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In vivo studies of sickle red blood cells.
Microcirculation 2004; 11(2):153-65M

Abstract

The defining clinical feature of sickle cell anemia is periodic occurrence of painful vasoocclusive crisis. Factors that promote trapping and sickling of red cells in the microcirculation are likely to trigger vasoocclusion. The marked red cell heterogeneity in sickle blood and abnormal adhesion of sickle red cells to vascular endothelium would be major disruptive influences. Using ex vivo and in vivo models, the authors show how to dissect the relative contribution of heterogeneous sickle red cell classes to adhesive and obstructive events. These studies revealed that (1) both rheological abnormalities and adhesion of sickle red cells contribute to their abnormal hemodynamic behavior, (2) venules are the sites of sickle cell adhesion, and (3) sickle red cell deformability plays an important role in adhesive and obstructive events. Preferential adhesion of deformable sickle red cells in postcapillary venules followed by selective trapping of dense sickle red cells could result in vasoocclusion. An updated version of this 2-step model is presented. The multifactorial nature of sickle red cell adhesion needs to be considered in designing antiadhesive therapy in vivo.

Authors+Show Affiliations

Department of Medicine, Albert Einstein College of Medicine, Bronx, New York 10461, USA. kaul@aecom.yu.eduNo affiliation info available

Pub Type(s)

Journal Article
Research Support, N.I.H., Extramural
Research Support, Non-U.S. Gov't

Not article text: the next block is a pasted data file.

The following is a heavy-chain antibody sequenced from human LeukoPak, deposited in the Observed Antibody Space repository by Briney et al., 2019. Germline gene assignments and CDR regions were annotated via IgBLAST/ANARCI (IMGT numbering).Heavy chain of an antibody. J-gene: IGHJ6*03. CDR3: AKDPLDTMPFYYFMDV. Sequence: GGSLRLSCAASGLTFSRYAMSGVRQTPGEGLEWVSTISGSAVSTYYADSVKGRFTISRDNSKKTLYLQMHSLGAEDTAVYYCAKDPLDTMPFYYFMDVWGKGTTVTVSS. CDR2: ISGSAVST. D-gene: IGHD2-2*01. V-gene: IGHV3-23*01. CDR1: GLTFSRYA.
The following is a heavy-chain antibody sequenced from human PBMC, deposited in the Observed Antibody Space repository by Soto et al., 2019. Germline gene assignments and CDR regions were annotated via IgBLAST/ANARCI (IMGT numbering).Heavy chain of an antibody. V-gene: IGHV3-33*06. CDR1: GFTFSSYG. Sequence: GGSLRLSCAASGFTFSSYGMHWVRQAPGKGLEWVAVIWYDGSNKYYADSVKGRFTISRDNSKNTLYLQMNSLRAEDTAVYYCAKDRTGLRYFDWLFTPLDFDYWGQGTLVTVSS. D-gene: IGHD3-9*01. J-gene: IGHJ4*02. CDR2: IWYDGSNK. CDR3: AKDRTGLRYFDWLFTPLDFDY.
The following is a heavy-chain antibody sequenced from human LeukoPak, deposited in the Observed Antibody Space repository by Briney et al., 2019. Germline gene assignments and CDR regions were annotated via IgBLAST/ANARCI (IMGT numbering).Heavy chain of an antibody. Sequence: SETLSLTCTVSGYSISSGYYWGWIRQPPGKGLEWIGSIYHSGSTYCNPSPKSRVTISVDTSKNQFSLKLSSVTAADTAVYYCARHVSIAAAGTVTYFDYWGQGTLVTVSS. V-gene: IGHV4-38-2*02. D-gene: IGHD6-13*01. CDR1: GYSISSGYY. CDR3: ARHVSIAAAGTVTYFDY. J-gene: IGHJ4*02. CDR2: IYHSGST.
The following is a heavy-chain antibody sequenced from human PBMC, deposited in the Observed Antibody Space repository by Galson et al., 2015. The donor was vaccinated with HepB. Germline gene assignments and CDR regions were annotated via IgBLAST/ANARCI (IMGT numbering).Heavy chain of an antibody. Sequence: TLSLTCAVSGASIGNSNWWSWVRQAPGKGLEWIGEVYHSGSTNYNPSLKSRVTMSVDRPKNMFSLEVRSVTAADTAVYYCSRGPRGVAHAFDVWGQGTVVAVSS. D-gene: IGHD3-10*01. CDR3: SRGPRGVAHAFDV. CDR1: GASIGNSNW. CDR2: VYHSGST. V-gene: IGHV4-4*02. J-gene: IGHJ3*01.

Review

Language

eng

PubMed ID

15280089

Citation

Kaul, Dhananjay K., and Mary E. Fabry. "In Vivo Studies of Sickle Red Blood Cells." Microcirculation (New York, N.Y. : 1994), vol. 11, no. 2, 2004, pp. 153-65.
Kaul DK, Fabry ME. In vivo studies of sickle red blood cells. Microcirculation. 2004;11(2):153-65.
Kaul, D. K., & Fabry, M. E. (2004). In vivo studies of sickle red blood cells. Microcirculation (New York, N.Y. : 1994), 11(2), pp. 153-65.
Kaul DK, Fabry ME. In Vivo Studies of Sickle Red Blood Cells. Microcirculation. 2004;11(2):153-65. PubMed PMID: 15280089.
* Article titles in AMA citation format should be in sentence-case
TY - JOUR T1 - In vivo studies of sickle red blood cells. AU - Kaul,Dhananjay K, AU - Fabry,Mary E, PY - 2004/7/29/pubmed PY - 2008/6/4/medline PY - 2004/7/29/entrez SP - 153 EP - 65 JF - Microcirculation (New York, N.Y. : 1994) JO - Microcirculation VL - 11 IS - 2 N2 - The defining clinical feature of sickle cell anemia is periodic occurrence of painful vasoocclusive crisis. Factors that promote trapping and sickling of red cells in the microcirculation are likely to trigger vasoocclusion. The marked red cell heterogeneity in sickle blood and abnormal adhesion of sickle red cells to vascular endothelium would be major disruptive influences. Using ex vivo and in vivo models, the authors show how to dissect the relative contribution of heterogeneous sickle red cell classes to adhesive and obstructive events. These studies revealed that (1) both rheological abnormalities and adhesion of sickle red cells contribute to their abnormal hemodynamic behavior, (2) venules are the sites of sickle cell adhesion, and (3) sickle red cell deformability plays an important role in adhesive and obstructive events. Preferential adhesion of deformable sickle red cells in postcapillary venules followed by selective trapping of dense sickle red cells could result in vasoocclusion. An updated version of this 2-step model is presented. The multifactorial nature of sickle red cell adhesion needs to be considered in designing antiadhesive therapy in vivo. SN - 1073-9688 UR - https://www.unboundmedicine.com/medline/citation/15280089/In_vivo_studies_of_sickle_red_blood_cells_ L2 - https://onlinelibrary.wiley.com/resolve/openurl?genre=article&sid=nlm:pubmed&issn=1073-9688&date=2004&volume=11&issue=2&spage=153 DB - PRIME DP - Unbound Medicine ER -